Bill would require landlords to consider Section 8 applicants


A state senator introduced a bill this week that would require landlords to consider prospective tenants who use Section 8.

The bill, SB 329 by Sen. Holly Mitchell, D-Los Angeles, would make it illegal to deny a tenancy based on the applicant’s participation in the federal Housing Choice voucher program.

Sen. Holly Mitchell

Under current law, it is illegal to discriminate against a prospective tenant based on the applicant’s source of income. At present, however, Section 8 housing vouchers do not legally meet the source-of-income standard. SB 329 would change that by expanding the definition of source of income to include housing subsidies paid by the government directly to landlords.

This page contains members-only content!
Sign In To Viewor learn more about joining CAA


  • More government regulation leads to higher operating costs for the small, individual property owner. I would find the pending legislation more fair if it were limited to projects over a given size; e.g. making the legislation applicable to projects over 100 units. For projects of less than 20 units, there are not enough units to easily spread the increased operating cost over, thereby creating a greater impact to the owner. This likely would have an increased negative impact on tenants as well via increased rents or decreased upkeep, maintenance, improvements, etc. I expect this bill could have a negative impact on new units coming online as well, especially in-fill units.

  • How detailed is this bill? If potential tenants need to qualify at 3times the rent, how would the Section 8 portion be attributed? Example a tenant renting at $800.00 per month. Tenants would need qualifying income of $2,400. Section 8 pays 400.00 (considering this as income), thus leaving the tenant to qualify additional income at $2,000. Is the bill going to force qualifications as well?

  • Well I hope this is killed…

    As a landlord… I resent government taking over my property. If I don’t want to participate in that program why should I…?

    How about they pass some laws stopping some of the CEQA laws that slow down new housing….

  • My company for years accepted Section 8. We felt it was important that tenants using that program had access to quality properties. But then there was a change. Instead of the ‘Worker’ doing the inspections, they created a job title of inspectors. These Inspectors felt it was their duty to find at least SOMETHING wrong with any property. It got so petty, and our Owners were losing a week or two before repairs could be done and another inspection scheduled, we changed our policy and quit accepting Section 8.

  • This sort of legislation makes no sense at all, because the Section 8 income stream is no longer guaranteed.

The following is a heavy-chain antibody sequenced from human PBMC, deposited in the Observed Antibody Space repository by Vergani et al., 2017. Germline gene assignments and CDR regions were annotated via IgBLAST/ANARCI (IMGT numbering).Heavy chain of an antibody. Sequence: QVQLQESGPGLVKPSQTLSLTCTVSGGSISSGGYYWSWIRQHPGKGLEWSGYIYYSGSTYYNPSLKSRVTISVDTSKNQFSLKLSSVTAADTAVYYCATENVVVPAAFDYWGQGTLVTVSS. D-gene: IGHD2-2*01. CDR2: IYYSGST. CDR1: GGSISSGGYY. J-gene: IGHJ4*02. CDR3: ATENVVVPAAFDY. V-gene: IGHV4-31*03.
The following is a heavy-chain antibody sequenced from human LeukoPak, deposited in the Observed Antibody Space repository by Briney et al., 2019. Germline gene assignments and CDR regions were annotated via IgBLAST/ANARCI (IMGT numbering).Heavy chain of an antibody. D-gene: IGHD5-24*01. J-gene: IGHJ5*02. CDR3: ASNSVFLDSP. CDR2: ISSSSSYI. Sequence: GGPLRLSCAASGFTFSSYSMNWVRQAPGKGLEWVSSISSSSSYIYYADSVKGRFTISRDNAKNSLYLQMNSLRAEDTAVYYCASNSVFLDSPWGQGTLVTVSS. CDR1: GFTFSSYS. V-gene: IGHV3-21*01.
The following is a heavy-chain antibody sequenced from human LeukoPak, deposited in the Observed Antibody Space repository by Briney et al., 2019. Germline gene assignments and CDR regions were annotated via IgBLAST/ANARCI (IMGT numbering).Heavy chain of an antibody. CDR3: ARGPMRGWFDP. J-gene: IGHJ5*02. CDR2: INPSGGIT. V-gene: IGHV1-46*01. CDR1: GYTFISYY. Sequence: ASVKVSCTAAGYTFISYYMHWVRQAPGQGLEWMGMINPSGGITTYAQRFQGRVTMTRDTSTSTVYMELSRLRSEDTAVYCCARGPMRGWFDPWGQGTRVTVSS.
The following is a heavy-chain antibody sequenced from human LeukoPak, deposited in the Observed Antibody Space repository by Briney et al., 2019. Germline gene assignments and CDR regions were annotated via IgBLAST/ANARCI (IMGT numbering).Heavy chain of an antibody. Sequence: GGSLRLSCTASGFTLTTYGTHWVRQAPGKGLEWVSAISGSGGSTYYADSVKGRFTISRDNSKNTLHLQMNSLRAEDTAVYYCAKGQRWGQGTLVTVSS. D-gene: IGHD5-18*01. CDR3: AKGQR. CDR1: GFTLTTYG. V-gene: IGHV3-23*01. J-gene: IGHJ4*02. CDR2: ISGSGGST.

All it takes is a two-month government shutdown, and the money stops.

  • I no longer accept Sec. 8, not because of the tenant, but because HUD is too difficult to work with. I lost a month’s rent on a tenant that took his time moving. His holding over on the previous landlord made HUD obligated to send my first month’s rent to the other landlord without any recourse against the tenant. There are also too many hoops to jump through to get rent increases or addendums approved on their inadequate leases and they do everything at half speed. If the tenant causes a problem, they are the 3rd wheel that slows and complicates any action. The incompetency in D.C. seals the deal for me. If the govt. is shut down on another whim, we may not get paid at all. What would our eviction rights be in that case? Are our creditors going to give us a free pass? I think not. For me, it’s not worth the hassle or the potential losses.

  • Thanks for your comment. As to your question, the following response comes from our public affairs team: “The bill does not interfere with an owner’s ability to set an income standard. Of course, any income standard set by the owner would have to be consistently applied to all applicants.”

  • If the government wants owners to consider Section 8 vouchers, then it needs to do the following: 1) streamline the application and inspection process so that it is easy for owners to understand and complete within 1 day; 2) inspections need to be done within 3 business days of application completion; 4) guarantee on-time payments to owners under any circumstances, including a government shutdown; 5) exempt owners from the process if inspection determines that the cost for updating or repairs exceeds reasonable amount of money (e.g., $1000). Small owners, such as those who own a condo or single-family home, or a small complex, such as a 4-plex, should be exempt from this.